15 Jul 2018

How to Mock an API in Angular v6

Introduction

In this tutorial you’ll learn how to setup an Angular v6 application using the Angular CLI and mock an observable API for your application.

When I first started learning front-end development using AngularJS, I would work through tutorials and felt I had a grasp on the basics to start working on my own applications. However, most tutorials use synchronous data and I at least wanted the feeling of hitting an API even if I wasn’t. If you’re looking to do the same, this tutorial is for you.

Setup

If you haven’t already, you’ll first need to install the Angular CLI.

npm install -g @angular/cli

If you never worked with AngularJS, you have no idea how much easier this CLI makes it for beginners who are just starting out. I wish there was an equivelant back then!

Once the CLI is installed, you can then create a new application.

ng new mocked-api
cd mocked-api

Once your application has been created, you can run the application.

ng serve

Open a browser to http://localhost:4200 and you should see the default Angular application as shown below.

Default Angular application

Creating a service

Now we can move on to creating a service for our observable which will serve as our mocked API.

ng g service services/fighters/fighters

Here we’ve created a new Angular service prefixing our service name with a new path: services/fighters. I prefer to keep my services grouped together within a services directory. Without it, Angular would default to placing services into src/app and that directory can get polluted rather quickly.

Open our new service in src/app/services/fighters and you should see the auto-generated service below.

import { Injectable } from '@angular/core';

@Injectable({
  providedIn: 'root'
})
export class FightersService {

  constructor() { }
}

Within this file we need to import of from rxjs. This is what allows us to create an observable—the default return value in Angular for HTTP requests.

import { of } from 'rxjs';

From here, we add a new fighters property to the service containing the data we want to serve as our mocked response. Then we add a get method that returns fighters as an observable by leveraging of.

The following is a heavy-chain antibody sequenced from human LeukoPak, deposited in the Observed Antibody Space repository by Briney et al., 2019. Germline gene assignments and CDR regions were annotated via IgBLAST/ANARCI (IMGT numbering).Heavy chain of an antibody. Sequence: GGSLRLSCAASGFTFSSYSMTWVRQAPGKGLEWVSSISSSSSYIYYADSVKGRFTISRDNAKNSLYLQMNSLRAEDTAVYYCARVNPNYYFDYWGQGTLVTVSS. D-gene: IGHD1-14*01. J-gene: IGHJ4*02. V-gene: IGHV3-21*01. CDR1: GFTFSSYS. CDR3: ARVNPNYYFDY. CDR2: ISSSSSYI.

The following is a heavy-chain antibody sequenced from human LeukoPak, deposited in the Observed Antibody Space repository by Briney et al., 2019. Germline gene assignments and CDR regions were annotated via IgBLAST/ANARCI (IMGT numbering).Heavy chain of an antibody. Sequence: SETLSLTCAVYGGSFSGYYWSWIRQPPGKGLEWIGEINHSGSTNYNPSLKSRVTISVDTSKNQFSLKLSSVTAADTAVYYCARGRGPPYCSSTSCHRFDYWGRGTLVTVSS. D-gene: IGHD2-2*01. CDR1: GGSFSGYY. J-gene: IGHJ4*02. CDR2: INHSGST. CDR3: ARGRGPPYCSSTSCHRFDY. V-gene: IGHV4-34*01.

export class FightersService {
  fighters: Array<object> = [
    { name: 'Conor McGregor', wins: 21, losses: 3 },
    { name: 'Tony Ferguson', wins: 23, losses: 3 },
    { name: 'Max Holloway', wins: 19: losses: 3 },
    { name: 'Jon Jones', wins: 22, losses: 1 },
    { name: 'Daniel Cormier', wins: 21, losses: 1 },
    { name: 'Brock Lesnar', wins: 5, losses: 3 }
  ];

  constructor() { }

  get() {
    return of(this.fighters);
  }
}

Now our service is ready to be consumed by our application. Within app.component.ts we can import our new service as well as the OnInit lifecycle hook from @angular/core.

import { Component, OnInit } from '@angular/core';
import { FightersService } from './services/fighters/fighters.service';

Now we can update AppComponent to consume our service.

export class AppComponent implements OnInit {
  title = 'app';
  fighters: Array<object>;

  constructor(private fightersService: FightersService) { }

  ngOnInit() {
    this.fightersService.get().subscribe(res => {
      this.fighters = res;
    });
  }
}

First we create a new fighters property which we’ll set to the result of our service call. Then we use dependency injection to inject our service into the component’s constructor.

Then we update AppComponent to implement OnInit and add the ngOnInit lifecycle hook. Within ngOnInit we call our service method, subscribe to the observable, and set the result to fighters.

Now that our component has data to render to the view, we can update the template in app.component.html (I add this in place of the existing “links to help you start”. Feel free to replace the entire template if you want).

<table>
  <thead>
    <th>Name</th>
    <th>Wins</th>
    <th>Losses</th>
  </thead>
  <tbody>
    <tr *ngFor="let fighter of fighters">
      <td>{{fighter.name}}</td>
      <td>{{fighter.wins}}</td>
      <td>{{fighter.losses}}</td>
    </tr>
  </tbody>
</table>

To wrap this up, we’ll add some CSS to app.component.css to clean up our table a bit.

table {
  width: 50%;
  margin: 0 auto;
  border-collapse: collapse;
}

td, th {
  border: 1px solid #DDD;
  text-align: left;
  padding: 8px;
}

tr:nth-child(even) {
  background-color: #DDD;
}

Save that and you should now see a table displaying data using our mocked API.

Angular application displaying mocked data

Conclusion

You’ve now learned how to create an app using the CLI, create a new service, and mock an API using of.

If you found this valuable and would like to see more, feel free to let me know on Twitter.


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